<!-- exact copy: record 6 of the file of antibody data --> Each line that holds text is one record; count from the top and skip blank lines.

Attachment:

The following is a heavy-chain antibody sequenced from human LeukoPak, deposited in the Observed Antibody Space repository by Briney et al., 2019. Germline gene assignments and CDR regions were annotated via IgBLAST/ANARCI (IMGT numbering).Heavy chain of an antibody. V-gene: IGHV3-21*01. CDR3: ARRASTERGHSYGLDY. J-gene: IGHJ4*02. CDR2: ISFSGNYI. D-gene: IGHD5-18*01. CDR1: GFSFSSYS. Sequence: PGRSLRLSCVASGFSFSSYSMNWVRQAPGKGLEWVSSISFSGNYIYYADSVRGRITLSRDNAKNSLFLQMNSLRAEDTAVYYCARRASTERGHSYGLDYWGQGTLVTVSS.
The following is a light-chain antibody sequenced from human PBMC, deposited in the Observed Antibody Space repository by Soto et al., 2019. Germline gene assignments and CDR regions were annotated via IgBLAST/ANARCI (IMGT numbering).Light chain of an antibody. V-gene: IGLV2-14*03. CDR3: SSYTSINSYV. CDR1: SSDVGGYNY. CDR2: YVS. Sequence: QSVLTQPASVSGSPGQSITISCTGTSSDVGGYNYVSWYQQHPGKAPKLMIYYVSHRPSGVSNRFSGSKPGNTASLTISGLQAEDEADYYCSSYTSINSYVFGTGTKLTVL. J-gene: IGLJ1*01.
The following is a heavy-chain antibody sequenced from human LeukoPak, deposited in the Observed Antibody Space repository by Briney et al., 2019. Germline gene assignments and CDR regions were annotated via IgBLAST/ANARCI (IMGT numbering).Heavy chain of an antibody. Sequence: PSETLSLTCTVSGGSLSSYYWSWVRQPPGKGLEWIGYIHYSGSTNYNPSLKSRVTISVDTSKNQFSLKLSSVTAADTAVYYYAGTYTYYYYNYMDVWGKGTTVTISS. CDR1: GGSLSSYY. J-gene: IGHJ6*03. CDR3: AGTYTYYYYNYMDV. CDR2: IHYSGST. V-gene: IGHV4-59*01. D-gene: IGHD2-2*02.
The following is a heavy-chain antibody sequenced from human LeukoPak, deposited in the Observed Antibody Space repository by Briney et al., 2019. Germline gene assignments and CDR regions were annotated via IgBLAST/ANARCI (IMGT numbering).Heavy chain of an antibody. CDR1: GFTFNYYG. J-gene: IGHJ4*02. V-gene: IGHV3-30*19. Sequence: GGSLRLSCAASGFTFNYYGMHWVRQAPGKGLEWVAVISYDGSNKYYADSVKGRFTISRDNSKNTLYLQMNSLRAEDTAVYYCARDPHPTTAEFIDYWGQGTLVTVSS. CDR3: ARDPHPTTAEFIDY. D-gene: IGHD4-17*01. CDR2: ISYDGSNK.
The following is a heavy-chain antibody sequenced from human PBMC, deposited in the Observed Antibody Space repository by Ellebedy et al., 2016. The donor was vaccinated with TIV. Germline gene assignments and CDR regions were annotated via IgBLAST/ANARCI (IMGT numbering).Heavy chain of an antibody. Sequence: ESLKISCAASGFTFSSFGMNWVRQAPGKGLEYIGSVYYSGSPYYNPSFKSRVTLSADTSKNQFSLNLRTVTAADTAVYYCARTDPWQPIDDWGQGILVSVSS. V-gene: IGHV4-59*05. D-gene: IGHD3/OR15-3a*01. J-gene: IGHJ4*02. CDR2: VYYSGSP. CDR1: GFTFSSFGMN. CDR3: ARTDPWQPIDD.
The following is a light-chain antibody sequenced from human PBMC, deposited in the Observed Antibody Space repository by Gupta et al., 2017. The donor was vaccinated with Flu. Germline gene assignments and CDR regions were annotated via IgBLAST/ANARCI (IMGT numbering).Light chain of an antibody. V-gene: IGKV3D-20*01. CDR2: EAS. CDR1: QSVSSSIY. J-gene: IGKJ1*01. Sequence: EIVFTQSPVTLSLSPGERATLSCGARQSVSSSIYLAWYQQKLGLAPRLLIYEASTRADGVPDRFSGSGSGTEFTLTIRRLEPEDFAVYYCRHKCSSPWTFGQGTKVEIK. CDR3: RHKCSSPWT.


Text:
The following is a light-chain antibody sequenced from human PBMC, deposited in the Observed Antibody Space repository by Gupta et al., 2017. The donor was vaccinated with Flu. Germline gene assignments and CDR regions were annotated via IgBLAST/ANARCI (IMGT numbering).Light chain of an antibody. V-gene: IGKV3D-20*01. CDR2: EAS. CDR1: QSVSSSIY. J-gene: IGKJ1*01. Sequence: EIVFTQSPVTLSLSPGERATLSCGARQSVSSSIYLAWYQQKLGLAPRLLIYEASTRADGVPDRFSGSGSGTEFTLTIRRLEPEDFAVYYCRHKCSSPWTFGQGTKVEIK. CDR3: RHKCSSPWT.